Letter from Princess Alice to her mother. (Alice had just given birth to her first son in 1868):
"I am on my sofa in my sitting-room with all your dear photos, &c., around me, and your pretty quilt over me."
See a post on Victoria's hobby, knitting and crocheting items like the "quilt" she sent to Alice here:

The Block
Block #3 Alice by Mark Lauer

To Print:

Create a word file or an empty JPG file.
Click on the image above.
Right click on it and save it to your file.
Print that file 8-1/2" x 11". Check to be sure the inch square box measures 1".
You'll need 4 copies if you are going to piece it over paper foundations.

The block is constructed in triangles—-Triangles are flipped and pieced into squares, four to a block. Each pattern includes paper foundations for 8” & 12” blocks, which you can also use for template piecing. Add a 1/4” seam allowance when you cut the fabric using the templates.

In Block #3 four of the triangles are flipped over. And those four have a different color for Points A & B.

Textile of the week:

The Art Institute of Chicago is supposed to be the source for this chintz fragment with a portrait of the new Queen and the British Royal Arms, assumed to be a Coronation celebration from 1837 or 1838.

Read a Book a Week:

A Magnificent Obsession: Victoria, Albert & the Death that Changed the British Monarchy by Helen Rappaport.

Tuesday, January 15, 2019

Silk Quilts at St. Patrick's Cathedral Fair

Throws and bedcoverings pieced of silk were quite the fashion in the last
quarter of the 19th century, a fad reflected in accounts of an 1878 New
York City social event.

Catholics of the metropolitan area threw a fundraising fair in celebration of the opening of their new Gothic cathedral on Fifth Avenue for six weeks in the fall.

In the grand tradition of ladies' bazaars women from neighboring parishes made food, decorative items and knickknacks to sell. Each church sponsored a table. Quilts were among the items sold and raffled, according to the Journal of the Fair,  a special daily newspaper.

The newspapers were bound into souvenir volumes.

The building designed by architect James Renwick had been under
construction since 1858 with work interrupted by the Civil War. 
By the time of the dedication in 1878 all work but the main spires were finished.

The cathedral as it appears today.
The Fair raised money to retire the debt and perhaps
pay for those Gothic spires.

The daily newspaper described various ladies' tables with silk quilts often mentioned. The silk quilts pictured here, mostly from online auctions, have nothing to do with that fair, but it's all a good excuse to show some terrific examples of the style.

From a Copake Auction

"At the St. Joseph's table (of Manhattanville) can be seen the handsomest patchwork quilt of silk in the city. It was presented by Mrs. Thos. Bennett, one of the ladies attached to the table. It contains six thousand pieces and was finished just in time for the Fair, after a persevering work of four years."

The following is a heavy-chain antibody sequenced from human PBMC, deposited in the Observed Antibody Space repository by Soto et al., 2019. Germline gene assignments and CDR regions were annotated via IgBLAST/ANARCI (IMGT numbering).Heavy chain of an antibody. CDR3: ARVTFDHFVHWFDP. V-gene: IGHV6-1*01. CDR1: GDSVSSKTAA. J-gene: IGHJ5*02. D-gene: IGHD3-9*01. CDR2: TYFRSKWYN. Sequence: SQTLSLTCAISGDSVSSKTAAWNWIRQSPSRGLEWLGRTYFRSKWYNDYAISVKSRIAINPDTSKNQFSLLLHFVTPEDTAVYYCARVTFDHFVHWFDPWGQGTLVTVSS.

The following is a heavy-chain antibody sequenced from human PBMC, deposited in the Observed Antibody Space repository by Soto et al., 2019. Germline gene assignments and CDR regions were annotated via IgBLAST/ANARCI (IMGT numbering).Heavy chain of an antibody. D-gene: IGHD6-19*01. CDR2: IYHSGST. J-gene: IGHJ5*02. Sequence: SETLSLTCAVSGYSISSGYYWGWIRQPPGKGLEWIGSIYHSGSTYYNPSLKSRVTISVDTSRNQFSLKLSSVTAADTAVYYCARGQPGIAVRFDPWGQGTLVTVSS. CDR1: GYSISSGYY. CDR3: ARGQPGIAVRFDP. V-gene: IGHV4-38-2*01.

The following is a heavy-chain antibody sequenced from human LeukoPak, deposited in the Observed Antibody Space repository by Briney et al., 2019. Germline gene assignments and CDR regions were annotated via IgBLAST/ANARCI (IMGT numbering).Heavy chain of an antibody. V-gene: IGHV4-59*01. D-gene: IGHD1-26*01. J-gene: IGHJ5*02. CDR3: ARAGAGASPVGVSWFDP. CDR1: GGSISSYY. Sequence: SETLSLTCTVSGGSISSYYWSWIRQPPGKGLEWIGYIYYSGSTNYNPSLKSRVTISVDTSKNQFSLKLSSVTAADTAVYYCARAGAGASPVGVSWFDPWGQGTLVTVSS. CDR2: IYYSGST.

Many raffles were held and the newspaper announced the winners.

James H. Grattan (?) of East 12th Street won a "silk quilt, log cabin design"
at the Immaculate Conception table.

Several drygoods companies advertised in the newspaper.

"Rich novelties in silks, for dress & garniture."

The editor was much impressed by Mrs. Bennett's quilt:

"Who can doubt woman's perseverance....He would be a poor votary of Somnus who could not revel in glorious and health-giving slumber for a whole night, and half a day, under such a comforter. 'Blessings on the man who invented sleep,' said Sancho Panza---we say blessing on the woman who invented quilts and the more patches the better."

Hindman Auction

One mysterious reference: "There is a quilt of silk patches, wherein 'the green is above the red,' made by a lady upward of 80 years of age," alludes to Irish green above British red, a little politicking.

The daily newspaper documented New York's Catholic community nicely. I wondered about my 13-year-old great grandmother. Did she take the ferry from Brooklyn to see this event that promised to rival the 1878 Paris Exposition?

See the Journal of the Fair here at Google Books:

A log cabin quilt is mentioned, but 1878 was before the crazy quilt fad so I saw no mention of crazy quilts or Japanese patchwork although the ladies of St. Francis of Assisium offered a "Japanese silk fire-screen, richly embroidered...." as did the ladies of St.Francis Xavier.

Saturday, January 12, 2019

Stars in Her Crown #2 The Prince of Wales

Block #2 The Prince of Wales by Becky Brown

Berlinwork (needlepoint) portrait of Albert Edward
Prince of Wales (1841-1910) 
Collection of the Victoria & Albert Museum

The Prince of Wales was England's crown prince, second child of Victoria and Albert, named Albert Edward for his father Prince Albert and for Victoria's father Edward, Duke of Kent, who'd died when she was a baby.

Victoria's Sketch of her eldest,
Victoria, Albert, Alfred and Alice in 1846

Letter from Victoria to her Uncle Leopold about a visit from another less-loved Uncle in June, 1842.
"The King of Hanover arrived just in time to be too late.... He is very gracious, for him. Pussy [Vicky] and Bertie (as we call the boy) were not at all afraid of him, fortunately; they appeared after the dĂ©jeuner [breakfast] on Friday, and I wish you could have seen them; they behaved so beautifully before that great number of people, and I must say looked very dear, all in white, and very distinguĂ©s; they were much admired."

Bertie & Vicky
He was never as good a student as Vicky and both parents
compared them unfavorably.